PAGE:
Essay by lindz10836College, UndergraduateA-, May 2010

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In August of 1969 in the small town of Woodstock, NY more than half a million people gathered for four days of rain, drugs, and rock 'n' roll. The event was a promotion of music and peace, since during this time our country was fighting in the Vietnam War. The US was going through hardships and needed a revolution. The song "Revolution" by the Beatles strongly showed the state of our country and it made people think that a change was necessary. America's youth were the main part takers at Woodstock proving a revelation and shocking lesson. The most significant parts of the event were the hippies, the concert itself, and the social implications of the US.

The hippies' goals were to accomplish peace, love, and freedom within society. Most hippies believe that the way to peace is through love and tolerance. This peruses an attitude that allows for maximum personal growth.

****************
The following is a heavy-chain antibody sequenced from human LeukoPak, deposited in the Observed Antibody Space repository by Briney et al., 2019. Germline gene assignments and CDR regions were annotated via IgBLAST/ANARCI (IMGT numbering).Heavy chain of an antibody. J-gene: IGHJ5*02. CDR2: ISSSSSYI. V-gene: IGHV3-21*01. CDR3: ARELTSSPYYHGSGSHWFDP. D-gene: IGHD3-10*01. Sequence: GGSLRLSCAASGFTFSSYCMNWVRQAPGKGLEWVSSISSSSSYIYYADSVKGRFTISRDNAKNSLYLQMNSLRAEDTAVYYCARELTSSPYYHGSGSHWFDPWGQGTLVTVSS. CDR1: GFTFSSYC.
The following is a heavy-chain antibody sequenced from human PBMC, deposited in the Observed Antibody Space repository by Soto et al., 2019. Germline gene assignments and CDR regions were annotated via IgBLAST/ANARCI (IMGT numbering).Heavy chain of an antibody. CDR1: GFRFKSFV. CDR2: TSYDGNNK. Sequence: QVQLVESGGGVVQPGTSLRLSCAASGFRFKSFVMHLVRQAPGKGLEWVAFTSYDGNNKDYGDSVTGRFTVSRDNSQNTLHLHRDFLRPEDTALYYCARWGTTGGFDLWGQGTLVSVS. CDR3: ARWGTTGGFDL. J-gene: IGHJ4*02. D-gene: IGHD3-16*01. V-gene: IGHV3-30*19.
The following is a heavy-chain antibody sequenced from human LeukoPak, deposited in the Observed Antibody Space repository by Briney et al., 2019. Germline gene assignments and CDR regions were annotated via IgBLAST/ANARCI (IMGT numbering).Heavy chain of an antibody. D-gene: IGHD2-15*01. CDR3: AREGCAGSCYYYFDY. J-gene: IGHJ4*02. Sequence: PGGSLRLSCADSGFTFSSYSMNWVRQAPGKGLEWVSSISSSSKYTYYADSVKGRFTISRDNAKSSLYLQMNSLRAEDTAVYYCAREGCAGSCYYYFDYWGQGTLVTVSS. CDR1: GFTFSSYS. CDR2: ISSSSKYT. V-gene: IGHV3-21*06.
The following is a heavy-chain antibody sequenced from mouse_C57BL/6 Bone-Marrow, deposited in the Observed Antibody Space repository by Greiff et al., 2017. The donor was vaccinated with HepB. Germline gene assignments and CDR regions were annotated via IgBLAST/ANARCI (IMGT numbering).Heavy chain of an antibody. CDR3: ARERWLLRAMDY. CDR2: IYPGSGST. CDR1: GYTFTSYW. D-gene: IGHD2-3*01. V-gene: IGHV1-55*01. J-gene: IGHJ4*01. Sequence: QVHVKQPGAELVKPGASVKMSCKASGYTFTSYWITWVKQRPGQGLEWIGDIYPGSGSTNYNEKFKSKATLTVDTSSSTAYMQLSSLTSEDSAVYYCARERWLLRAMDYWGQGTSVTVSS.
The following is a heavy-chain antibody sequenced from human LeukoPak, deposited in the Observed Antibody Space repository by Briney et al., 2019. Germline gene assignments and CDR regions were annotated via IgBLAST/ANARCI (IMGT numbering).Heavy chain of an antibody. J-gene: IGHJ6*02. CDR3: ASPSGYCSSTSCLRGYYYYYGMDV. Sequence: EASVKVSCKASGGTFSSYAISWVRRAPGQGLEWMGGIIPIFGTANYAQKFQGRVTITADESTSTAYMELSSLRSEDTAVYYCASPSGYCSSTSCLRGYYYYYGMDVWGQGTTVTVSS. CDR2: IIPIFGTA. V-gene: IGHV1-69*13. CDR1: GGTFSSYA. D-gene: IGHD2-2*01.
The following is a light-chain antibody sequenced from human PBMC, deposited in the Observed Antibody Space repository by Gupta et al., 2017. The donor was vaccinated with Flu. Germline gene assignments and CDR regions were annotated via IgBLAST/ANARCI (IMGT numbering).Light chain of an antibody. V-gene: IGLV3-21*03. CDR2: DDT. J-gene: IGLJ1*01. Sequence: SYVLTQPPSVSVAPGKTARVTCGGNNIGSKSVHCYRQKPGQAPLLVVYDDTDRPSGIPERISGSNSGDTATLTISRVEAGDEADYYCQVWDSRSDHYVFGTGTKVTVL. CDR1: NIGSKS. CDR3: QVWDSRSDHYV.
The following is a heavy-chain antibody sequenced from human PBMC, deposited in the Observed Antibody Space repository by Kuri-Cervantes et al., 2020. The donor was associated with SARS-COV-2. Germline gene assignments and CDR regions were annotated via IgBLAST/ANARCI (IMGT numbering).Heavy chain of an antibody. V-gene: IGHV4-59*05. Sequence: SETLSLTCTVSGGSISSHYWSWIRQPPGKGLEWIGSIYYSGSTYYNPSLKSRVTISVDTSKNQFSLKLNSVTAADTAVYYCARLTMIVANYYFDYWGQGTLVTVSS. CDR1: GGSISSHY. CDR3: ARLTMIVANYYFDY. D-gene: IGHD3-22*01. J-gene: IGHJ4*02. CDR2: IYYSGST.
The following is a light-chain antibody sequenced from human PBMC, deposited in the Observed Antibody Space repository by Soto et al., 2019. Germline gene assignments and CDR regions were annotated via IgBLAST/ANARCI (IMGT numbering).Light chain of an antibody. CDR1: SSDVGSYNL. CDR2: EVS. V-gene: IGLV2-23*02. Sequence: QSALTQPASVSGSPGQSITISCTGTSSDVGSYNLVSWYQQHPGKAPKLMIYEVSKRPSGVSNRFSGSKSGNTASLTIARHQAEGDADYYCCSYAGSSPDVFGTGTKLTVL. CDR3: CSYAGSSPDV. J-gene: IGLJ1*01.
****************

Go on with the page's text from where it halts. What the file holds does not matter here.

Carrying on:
The word hippie derives from hipster, and was initially used to describe people who created their own communities, listened to psychedelic rock, embraced the sexual revolution, and used drugs such as cannabis and LSD to explore alternative states of consciousness (Woodstock Festival). During the concert only three people died and only one was due to a drug overdose. Hippies' were characterized by the slogan "make love, not war". Woodstock was not a demonstration, there were no posters or rallies; it all came out through the music (Laure). The hippies or Flower Children symbolized a movement of peace, in the face of nations using war to solve problems. In particular the hippies stood against the hopeless and seemingly senseless war in Vietnam. The hippie movement became known for giving flowers to policemen and placing flowers in the ends of guns and revolvers, as a...